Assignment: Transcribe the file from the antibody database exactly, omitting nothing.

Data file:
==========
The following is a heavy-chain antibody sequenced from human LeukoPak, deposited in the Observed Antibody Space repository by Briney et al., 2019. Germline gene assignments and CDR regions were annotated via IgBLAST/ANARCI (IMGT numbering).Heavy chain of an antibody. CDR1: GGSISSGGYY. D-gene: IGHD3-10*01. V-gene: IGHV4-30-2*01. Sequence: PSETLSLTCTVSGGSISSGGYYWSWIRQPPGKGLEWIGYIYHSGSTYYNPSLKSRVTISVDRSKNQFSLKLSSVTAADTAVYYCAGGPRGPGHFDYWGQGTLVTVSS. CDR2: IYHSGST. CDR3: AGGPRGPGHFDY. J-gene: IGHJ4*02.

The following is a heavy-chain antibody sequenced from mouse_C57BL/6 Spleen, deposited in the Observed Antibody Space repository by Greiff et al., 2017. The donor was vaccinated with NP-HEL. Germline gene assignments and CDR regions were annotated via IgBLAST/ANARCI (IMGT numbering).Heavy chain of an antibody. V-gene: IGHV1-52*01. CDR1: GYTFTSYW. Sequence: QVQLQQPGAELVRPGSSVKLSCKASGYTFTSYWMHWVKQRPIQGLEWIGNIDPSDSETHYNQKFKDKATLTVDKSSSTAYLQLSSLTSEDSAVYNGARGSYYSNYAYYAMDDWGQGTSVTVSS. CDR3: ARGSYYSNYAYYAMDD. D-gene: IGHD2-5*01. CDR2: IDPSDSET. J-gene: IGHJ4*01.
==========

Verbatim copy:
The following is a heavy-chain antibody sequenced from human LeukoPak, deposited in the Observed Antibody Space repository by Briney et al., 2019. Germline gene assignments and CDR regions were annotated via IgBLAST/ANARCI (IMGT numbering).Heavy chain of an antibody. CDR1: GGSISSGGYY. D-gene: IGHD3-10*01. V-gene: IGHV4-30-2*01. Sequence: PSETLSLTCTVSGGSISSGGYYWSWIRQPPGKGLEWIGYIYHSGSTYYNPSLKSRVTISVDRSKNQFSLKLSSVTAADTAVYYCAGGPRGPGHFDYWGQGTLVTVSS. CDR2: IYHSGST. CDR3: AGGPRGPGHFDY. J-gene: IGHJ4*02.

The following is a heavy-chain antibody sequenced from mouse_C57BL/6 Spleen, deposited in the Observed Antibody Space repository by Greiff et al., 2017. The donor was vaccinated with NP-HEL. Germline gene assignments and CDR regions were annotated via IgBLAST/ANARCI (IMGT numbering).Heavy chain of an antibody. V-gene: IGHV1-52*01. CDR1: GYTFTSYW. Sequence: QVQLQQPGAELVRPGSSVKLSCKASGYTFTSYWMHWVKQRPIQGLEWIGNIDPSDSETHYNQKFKDKATLTVDKSSSTAYLQLSSLTSEDSAVYNGARGSYYSNYAYYAMDDWGQGTSVTVSS. CDR3: ARGSYYSNYAYYAMDD. D-gene: IGHD2-5*01. CDR2: IDPSDSET. J-gene: IGHJ4*01.